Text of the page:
In FY2015, ExceleRate IllinoisTM (ExceleRate) was implemented for licensed family child care homes. The family child care homes (FCCH) ) prior to ExceleRate, participated in the Quality Counts Program. For Quality Counts, family home providers achieved "star" levels of certification:

  • Star Level 1: an FCC provider would have an Environment Rating Scale (ERS) rating of 3.0; receive an information packet on Professional Development and program resources, and developmental screening information; and the provider and any assistants would meet licensing standards for provider qualifications.
  • Star Level 2: an FCC provider would have an ERS rating of 3.5; receive information on the National Association for Family Child Care (NAFCC) accreditation and the Business Administration Scale (BAS); and receive 25 clock hours of training annually.
  • Star Level 3: an FCC provider would have a current NAFCC accreditation in good standing OR an ERS rating of 4.25, a BAS rating of 4.25, and 30 clock hours of training annually.
  • Star Level 4: an FCC provider would have an NAFCC accreditation in good standing AND an ERS Rating of 5.1 and a BAS rating of 5.0; have education at Great START* Level 1 or above; AND all staff have current CPR and First Aid certification.

*Great START is the IL wage supplement program. The educational requirements are higher than DCFS Licensing Standards for each position on the scale.

"Reading aloud with children is known to be the single most important activity for building the knowledge and skills they will eventually require for learning to read ."

Marilyn Jager Adams

Programs that had received Quality Counts QRS Star Levels 1-3 certification were provisionally placed in the ExceleRate Silver Circle of Quality, and those with a Star Level 4 certification were provisionally placed in the Gold Circle of Quality. The data below are from the Quality Counts QRS because the transitioning process continued into FY2016. FCCH ExceleRate data will be reported in the FY2016 Illinois Child Care Report.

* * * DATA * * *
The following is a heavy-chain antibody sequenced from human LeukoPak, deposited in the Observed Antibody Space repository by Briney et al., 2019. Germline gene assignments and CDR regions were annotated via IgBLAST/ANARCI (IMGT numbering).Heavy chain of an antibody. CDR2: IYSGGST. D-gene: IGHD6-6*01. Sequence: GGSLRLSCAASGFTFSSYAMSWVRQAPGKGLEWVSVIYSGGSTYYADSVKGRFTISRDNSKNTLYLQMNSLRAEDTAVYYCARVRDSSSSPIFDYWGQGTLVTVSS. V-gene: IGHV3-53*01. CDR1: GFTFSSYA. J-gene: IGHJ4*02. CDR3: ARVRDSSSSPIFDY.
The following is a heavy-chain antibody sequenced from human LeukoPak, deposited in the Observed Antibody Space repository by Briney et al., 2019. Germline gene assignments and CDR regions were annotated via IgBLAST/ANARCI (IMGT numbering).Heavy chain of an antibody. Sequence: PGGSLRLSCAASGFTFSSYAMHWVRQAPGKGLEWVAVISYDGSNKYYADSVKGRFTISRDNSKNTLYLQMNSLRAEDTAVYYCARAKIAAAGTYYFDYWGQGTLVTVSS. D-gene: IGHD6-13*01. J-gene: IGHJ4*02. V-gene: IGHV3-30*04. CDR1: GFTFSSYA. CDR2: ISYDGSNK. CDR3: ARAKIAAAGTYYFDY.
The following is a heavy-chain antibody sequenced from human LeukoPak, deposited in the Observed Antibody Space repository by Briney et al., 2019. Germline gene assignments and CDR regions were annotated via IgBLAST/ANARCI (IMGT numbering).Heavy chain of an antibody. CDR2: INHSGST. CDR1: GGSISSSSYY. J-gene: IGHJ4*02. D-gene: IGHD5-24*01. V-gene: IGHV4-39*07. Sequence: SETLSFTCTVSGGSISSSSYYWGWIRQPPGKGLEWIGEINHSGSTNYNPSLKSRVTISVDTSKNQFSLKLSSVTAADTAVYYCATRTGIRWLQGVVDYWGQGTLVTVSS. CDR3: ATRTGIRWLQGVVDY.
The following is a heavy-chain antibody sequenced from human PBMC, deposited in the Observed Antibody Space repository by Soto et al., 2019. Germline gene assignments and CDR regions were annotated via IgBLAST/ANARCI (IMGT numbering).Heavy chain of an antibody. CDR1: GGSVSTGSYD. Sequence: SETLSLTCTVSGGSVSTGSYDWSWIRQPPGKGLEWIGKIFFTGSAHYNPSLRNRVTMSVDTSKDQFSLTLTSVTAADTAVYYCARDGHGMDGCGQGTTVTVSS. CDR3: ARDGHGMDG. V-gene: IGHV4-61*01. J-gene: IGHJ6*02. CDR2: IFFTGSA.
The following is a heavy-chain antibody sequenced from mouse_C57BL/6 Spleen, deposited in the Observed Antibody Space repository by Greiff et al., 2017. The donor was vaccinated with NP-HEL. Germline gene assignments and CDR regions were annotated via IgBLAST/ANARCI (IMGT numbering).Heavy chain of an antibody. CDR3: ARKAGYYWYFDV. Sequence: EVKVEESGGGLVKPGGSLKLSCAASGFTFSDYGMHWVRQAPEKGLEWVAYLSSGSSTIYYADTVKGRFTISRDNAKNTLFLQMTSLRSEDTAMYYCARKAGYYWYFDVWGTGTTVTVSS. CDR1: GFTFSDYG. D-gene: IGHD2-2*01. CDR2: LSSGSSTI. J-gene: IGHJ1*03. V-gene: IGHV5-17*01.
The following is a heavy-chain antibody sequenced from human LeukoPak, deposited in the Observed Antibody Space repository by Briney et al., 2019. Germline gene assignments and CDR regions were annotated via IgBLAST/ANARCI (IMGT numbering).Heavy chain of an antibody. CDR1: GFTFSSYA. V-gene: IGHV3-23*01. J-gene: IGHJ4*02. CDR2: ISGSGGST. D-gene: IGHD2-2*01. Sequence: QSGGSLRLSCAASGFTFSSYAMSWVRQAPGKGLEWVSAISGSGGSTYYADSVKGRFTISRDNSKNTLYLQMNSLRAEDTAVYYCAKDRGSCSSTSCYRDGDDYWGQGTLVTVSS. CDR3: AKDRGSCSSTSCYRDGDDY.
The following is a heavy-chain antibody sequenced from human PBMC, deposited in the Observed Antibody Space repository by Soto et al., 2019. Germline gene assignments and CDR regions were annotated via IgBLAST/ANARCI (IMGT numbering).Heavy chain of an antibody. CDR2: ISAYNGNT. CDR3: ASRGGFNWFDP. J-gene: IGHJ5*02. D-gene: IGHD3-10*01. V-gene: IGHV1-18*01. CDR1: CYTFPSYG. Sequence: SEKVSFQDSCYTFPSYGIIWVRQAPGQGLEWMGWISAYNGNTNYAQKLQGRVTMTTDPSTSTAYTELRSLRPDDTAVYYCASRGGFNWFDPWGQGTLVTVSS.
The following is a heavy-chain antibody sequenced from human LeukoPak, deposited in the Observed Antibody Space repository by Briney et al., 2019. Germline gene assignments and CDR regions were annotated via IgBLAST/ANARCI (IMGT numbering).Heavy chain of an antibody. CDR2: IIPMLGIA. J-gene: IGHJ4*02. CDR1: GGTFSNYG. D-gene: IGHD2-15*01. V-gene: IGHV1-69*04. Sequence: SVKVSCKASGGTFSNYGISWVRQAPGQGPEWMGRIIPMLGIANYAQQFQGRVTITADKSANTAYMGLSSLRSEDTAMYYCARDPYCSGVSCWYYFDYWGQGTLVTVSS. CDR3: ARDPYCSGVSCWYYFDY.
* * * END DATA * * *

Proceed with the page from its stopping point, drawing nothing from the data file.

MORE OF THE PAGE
Star Levels for Licensed Family Child Care Homes in FY2015

Licensed Family Child Care Homes Number of CCAP Children Enrolled
Star Level 1 25 160
Star Level 2 49 377
Star Level 3 219 1,991
Star Level 4 11 59
Total 304 2,587
Additional (non-CCAP) children cared for by ExceleRate provisionally-certified Licensed Family Child Care Homes 983
Total number of children cared for by ExceleRate provisionally- certified Licensed Family Child Care Homes 3,570

QUALITY IMPROVEMENT FUNDS

In FY2015, the Quality Improvement (QI) Funds program was implemented. QI Funds assist and support child care centers and family child care homes to work towards, maintain or advance an ExceleRate Circle of Quality. Funds are available through the CCR&Rs. Child care programs can apply for funds in three areas:

  • ExceleRate Cohorts are learning cohorts that combine training and program self-assessment, resulting in a quality improvement plan. Funds are available for equipment and resources identified as needed through the cohort process.